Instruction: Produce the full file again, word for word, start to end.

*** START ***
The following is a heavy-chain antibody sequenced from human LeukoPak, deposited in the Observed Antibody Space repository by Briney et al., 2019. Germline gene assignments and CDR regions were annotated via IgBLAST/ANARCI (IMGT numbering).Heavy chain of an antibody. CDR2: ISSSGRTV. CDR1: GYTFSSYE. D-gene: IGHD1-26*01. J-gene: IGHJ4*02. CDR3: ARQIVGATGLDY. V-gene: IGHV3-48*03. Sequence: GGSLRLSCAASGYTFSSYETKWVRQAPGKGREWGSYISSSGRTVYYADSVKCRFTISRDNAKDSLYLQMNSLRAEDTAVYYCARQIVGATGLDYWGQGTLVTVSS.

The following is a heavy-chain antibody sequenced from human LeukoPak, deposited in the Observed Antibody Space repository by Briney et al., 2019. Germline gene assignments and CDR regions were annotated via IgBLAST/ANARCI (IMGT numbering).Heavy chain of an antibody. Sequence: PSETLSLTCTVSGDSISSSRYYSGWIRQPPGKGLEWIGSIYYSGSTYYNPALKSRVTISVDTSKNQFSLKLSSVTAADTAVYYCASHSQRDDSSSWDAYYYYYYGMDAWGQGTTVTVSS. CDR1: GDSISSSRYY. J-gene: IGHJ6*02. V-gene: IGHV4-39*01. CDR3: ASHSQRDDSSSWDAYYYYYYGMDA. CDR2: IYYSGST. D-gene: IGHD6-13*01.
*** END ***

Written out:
The following is a heavy-chain antibody sequenced from human LeukoPak, deposited in the Observed Antibody Space repository by Briney et al., 2019. Germline gene assignments and CDR regions were annotated via IgBLAST/ANARCI (IMGT numbering).Heavy chain of an antibody. CDR2: ISSSGRTV. CDR1: GYTFSSYE. D-gene: IGHD1-26*01. J-gene: IGHJ4*02. CDR3: ARQIVGATGLDY. V-gene: IGHV3-48*03. Sequence: GGSLRLSCAASGYTFSSYETKWVRQAPGKGREWGSYISSSGRTVYYADSVKCRFTISRDNAKDSLYLQMNSLRAEDTAVYYCARQIVGATGLDYWGQGTLVTVSS.

The following is a heavy-chain antibody sequenced from human LeukoPak, deposited in the Observed Antibody Space repository by Briney et al., 2019. Germline gene assignments and CDR regions were annotated via IgBLAST/ANARCI (IMGT numbering).Heavy chain of an antibody. Sequence: PSETLSLTCTVSGDSISSSRYYSGWIRQPPGKGLEWIGSIYYSGSTYYNPALKSRVTISVDTSKNQFSLKLSSVTAADTAVYYCASHSQRDDSSSWDAYYYYYYGMDAWGQGTTVTVSS. CDR1: GDSISSSRYY. J-gene: IGHJ6*02. V-gene: IGHV4-39*01. CDR3: ASHSQRDDSSSWDAYYYYYYGMDA. CDR2: IYYSGST. D-gene: IGHD6-13*01.